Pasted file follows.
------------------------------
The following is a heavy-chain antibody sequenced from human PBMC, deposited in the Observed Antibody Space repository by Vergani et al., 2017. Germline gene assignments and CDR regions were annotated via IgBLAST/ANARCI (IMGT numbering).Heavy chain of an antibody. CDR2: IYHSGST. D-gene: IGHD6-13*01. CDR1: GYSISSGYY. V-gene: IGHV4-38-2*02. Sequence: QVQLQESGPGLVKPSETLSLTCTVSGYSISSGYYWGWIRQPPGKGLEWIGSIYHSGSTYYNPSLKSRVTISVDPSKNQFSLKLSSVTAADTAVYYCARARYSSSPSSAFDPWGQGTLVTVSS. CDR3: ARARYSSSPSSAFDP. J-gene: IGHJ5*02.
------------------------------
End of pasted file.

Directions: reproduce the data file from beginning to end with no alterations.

The following is a heavy-chain antibody sequenced from human PBMC, deposited in the Observed Antibody Space repository by Vergani et al., 2017. Germline gene assignments and CDR regions were annotated via IgBLAST/ANARCI (IMGT numbering).Heavy chain of an antibody. CDR2: IYHSGST. D-gene: IGHD6-13*01. CDR1: GYSISSGYY. V-gene: IGHV4-38-2*02. Sequence: QVQLQESGPGLVKPSETLSLTCTVSGYSISSGYYWGWIRQPPGKGLEWIGSIYHSGSTYYNPSLKSRVTISVDPSKNQFSLKLSSVTAADTAVYYCARARYSSSPSSAFDPWGQGTLVTVSS. CDR3: ARARYSSSPSSAFDP. J-gene: IGHJ5*02.